Hope. Joy. Peace.
These are significant (important, meaningful) words for those of us who remember, and often retell, the traditional Christmas story.
Admittedly (saying something that is true), hope, joy, and peace can be difficult to find today. Sometimes, however, we can find them in unexpected places. I was happily surprised to find them recently in the story of Lester Potts, a man who suffered from Alzheimer’s disease.
Alzheimer’s disease is the most common form of dementia, an illness that affects your brain and memory and makes you slowly lose your ability to think and behave (act) normally.
In the early stages, people with Alzheimer’s begin to have difficulty thinking and remembering, but these difficulties don’t usually interfere with (prevent something from happening) everyday activities. You may have trouble doing more than one task at a time, solving problems, and remembering recent events or conversations; difficult activities may take you longer than they did in the past.
As Alzheimer’s gets worse, the symptoms become more obvious and make it difficult for you to take care of yourself. Eventually Alzheimer’s leads to death.
The mental changes that Alzheimer’s patients experience profoundly (very much, deeply) change the way they see themselves. And the way their families and friends see them. Many of the symptoms can be embarrassing and often cause patients and their families to withdraw from (stop taking part in) social activities. The last several months I’ve watched as one of my good friends and long-time mentor (an experienced person who advises and helps someone less experienced) has gone through this struggle (difficult time) with his wife. It’s very difficult.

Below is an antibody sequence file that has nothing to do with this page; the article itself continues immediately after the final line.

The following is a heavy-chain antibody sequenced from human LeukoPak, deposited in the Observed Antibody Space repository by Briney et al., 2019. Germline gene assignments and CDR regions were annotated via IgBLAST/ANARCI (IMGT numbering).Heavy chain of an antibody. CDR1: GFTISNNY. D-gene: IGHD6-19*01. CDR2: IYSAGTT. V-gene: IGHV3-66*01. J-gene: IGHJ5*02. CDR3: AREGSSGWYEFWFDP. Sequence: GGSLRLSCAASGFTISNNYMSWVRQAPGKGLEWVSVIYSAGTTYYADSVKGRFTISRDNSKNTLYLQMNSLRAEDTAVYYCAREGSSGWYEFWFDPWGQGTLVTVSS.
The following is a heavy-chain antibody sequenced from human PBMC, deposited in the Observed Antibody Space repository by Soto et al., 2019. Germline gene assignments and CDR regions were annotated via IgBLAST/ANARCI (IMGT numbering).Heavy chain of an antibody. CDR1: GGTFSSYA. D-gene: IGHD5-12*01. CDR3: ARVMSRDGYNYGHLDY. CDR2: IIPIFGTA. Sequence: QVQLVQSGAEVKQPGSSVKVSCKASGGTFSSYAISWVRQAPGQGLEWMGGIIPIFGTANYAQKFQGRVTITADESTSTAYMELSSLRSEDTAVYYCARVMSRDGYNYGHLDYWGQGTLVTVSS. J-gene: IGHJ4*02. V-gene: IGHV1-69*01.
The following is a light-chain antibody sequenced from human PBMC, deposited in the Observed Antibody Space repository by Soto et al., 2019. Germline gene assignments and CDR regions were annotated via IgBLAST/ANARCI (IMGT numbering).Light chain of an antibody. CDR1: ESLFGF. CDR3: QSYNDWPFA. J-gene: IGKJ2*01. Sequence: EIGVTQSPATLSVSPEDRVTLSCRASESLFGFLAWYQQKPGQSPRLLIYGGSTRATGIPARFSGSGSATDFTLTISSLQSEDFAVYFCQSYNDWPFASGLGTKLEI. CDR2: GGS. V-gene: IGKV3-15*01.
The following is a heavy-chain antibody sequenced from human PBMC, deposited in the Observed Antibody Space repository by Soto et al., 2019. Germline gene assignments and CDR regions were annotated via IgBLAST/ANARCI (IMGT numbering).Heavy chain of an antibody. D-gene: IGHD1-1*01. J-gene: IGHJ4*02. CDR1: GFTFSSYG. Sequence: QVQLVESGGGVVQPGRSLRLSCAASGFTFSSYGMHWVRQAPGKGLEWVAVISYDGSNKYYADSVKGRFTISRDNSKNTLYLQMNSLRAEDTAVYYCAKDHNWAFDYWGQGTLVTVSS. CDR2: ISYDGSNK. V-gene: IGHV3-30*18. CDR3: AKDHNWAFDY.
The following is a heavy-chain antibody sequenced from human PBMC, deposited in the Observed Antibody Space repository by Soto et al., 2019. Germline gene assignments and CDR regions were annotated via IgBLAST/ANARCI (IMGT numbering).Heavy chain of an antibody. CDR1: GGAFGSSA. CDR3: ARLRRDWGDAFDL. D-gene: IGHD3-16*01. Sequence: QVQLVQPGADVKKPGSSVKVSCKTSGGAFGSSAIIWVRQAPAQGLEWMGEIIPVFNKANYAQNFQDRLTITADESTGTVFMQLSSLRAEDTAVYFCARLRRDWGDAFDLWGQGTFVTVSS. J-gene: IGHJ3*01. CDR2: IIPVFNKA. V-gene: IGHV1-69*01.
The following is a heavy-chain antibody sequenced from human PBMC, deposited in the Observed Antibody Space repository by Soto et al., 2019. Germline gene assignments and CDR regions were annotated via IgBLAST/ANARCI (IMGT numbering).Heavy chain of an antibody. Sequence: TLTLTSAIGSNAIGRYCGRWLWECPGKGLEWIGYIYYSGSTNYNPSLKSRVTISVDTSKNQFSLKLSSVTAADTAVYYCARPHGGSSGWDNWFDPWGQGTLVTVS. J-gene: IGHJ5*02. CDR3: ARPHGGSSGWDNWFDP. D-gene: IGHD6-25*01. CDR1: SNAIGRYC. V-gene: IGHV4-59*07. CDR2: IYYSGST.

Several years ago, Dale Short told Lester Potts’ story in the UAB (University of Alabama/Birmingham) Magazine. He writes that the changes in Potts “hit his family like a cyclone (violent storm).” His condition was soon bad enough that he couldn’t safely stay at home alone. Fortunately, his family were able to find an adult daycare center (a place for someone to stay while their families are at work) for him, a place where he felt comfortable. It became one of the few bright spots in his life.
One day a volunteer art teacher breathed (brought) hope and, eventually (in the end) , joy into Pott’s difficult life when she encouraged him to try painting with watercolors. Soon he began to bring home different kinds of paintings: still lifes (arrangements of objects like fruit or flowers), landscapes (pictures of the countryside or land), flowers, birds, and holiday scenes. They were often painted in bright colors, sometimes brighter than real-life.
Potts’ son Daniel, a doctor, said that “the breakthrough (important discovery) was nothing short of (less than) a miracle. Dad no longer had the ability to communicate through words, but somebody cared enough to unlock (open) a hidden talent. There’s something…about art; it can form connections in the brain even when the mind is fading away (slowly disappearing). He realized what he was achieving (doing, accomplishing). He was proud of the paintings he brought home, and he’d show them to us again and again.”
What a wonderful gift! Little did that volunteer art teacher know (she had no idea) how much joy, hope, and peace she would bring to Lester Potts and his family when she encouraged him to begin painting.
You can find Dale Short’s story here; the story that gave me the idea for this blog post is here. This YouTube video – Painting in the Twilight: An Artist’s Escape from Alzheimer’s – tells the story of Lester Potts and another artist who used art to communicate when they could no longer do so naturally.
~ Warren Ediger – English coach/tutor and creator of Successful English, where you can find clear explanations and helpful suggestions for better English.
Photo used under Creative Commons License.